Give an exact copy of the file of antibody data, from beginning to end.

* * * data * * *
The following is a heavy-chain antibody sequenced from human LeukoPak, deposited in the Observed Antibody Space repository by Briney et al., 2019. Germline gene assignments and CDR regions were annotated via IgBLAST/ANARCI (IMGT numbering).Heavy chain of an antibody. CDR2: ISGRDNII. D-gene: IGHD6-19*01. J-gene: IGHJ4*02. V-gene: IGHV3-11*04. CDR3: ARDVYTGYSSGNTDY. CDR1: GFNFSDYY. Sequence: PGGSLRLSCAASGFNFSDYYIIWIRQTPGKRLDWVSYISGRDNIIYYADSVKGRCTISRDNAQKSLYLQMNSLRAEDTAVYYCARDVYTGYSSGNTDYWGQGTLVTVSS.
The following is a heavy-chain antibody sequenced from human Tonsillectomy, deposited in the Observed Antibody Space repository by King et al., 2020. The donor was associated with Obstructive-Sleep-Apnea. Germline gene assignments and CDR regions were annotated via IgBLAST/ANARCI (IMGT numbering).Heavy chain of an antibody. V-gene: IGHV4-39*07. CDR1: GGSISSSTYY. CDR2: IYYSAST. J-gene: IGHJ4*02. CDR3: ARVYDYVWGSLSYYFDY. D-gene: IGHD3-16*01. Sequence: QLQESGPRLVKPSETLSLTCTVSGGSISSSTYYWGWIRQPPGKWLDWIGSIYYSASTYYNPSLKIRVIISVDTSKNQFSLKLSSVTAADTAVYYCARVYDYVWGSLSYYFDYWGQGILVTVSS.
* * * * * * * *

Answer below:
The following is a heavy-chain antibody sequenced from human LeukoPak, deposited in the Observed Antibody Space repository by Briney et al., 2019. Germline gene assignments and CDR regions were annotated via IgBLAST/ANARCI (IMGT numbering).Heavy chain of an antibody. CDR2: ISGRDNII. D-gene: IGHD6-19*01. J-gene: IGHJ4*02. V-gene: IGHV3-11*04. CDR3: ARDVYTGYSSGNTDY. CDR1: GFNFSDYY. Sequence: PGGSLRLSCAASGFNFSDYYIIWIRQTPGKRLDWVSYISGRDNIIYYADSVKGRCTISRDNAQKSLYLQMNSLRAEDTAVYYCARDVYTGYSSGNTDYWGQGTLVTVSS.
The following is a heavy-chain antibody sequenced from human Tonsillectomy, deposited in the Observed Antibody Space repository by King et al., 2020. The donor was associated with Obstructive-Sleep-Apnea. Germline gene assignments and CDR regions were annotated via IgBLAST/ANARCI (IMGT numbering).Heavy chain of an antibody. V-gene: IGHV4-39*07. CDR1: GGSISSSTYY. CDR2: IYYSAST. J-gene: IGHJ4*02. CDR3: ARVYDYVWGSLSYYFDY. D-gene: IGHD3-16*01. Sequence: QLQESGPRLVKPSETLSLTCTVSGGSISSSTYYWGWIRQPPGKWLDWIGSIYYSASTYYNPSLKIRVIISVDTSKNQFSLKLSSVTAADTAVYYCARVYDYVWGSLSYYFDYWGQGILVTVSS.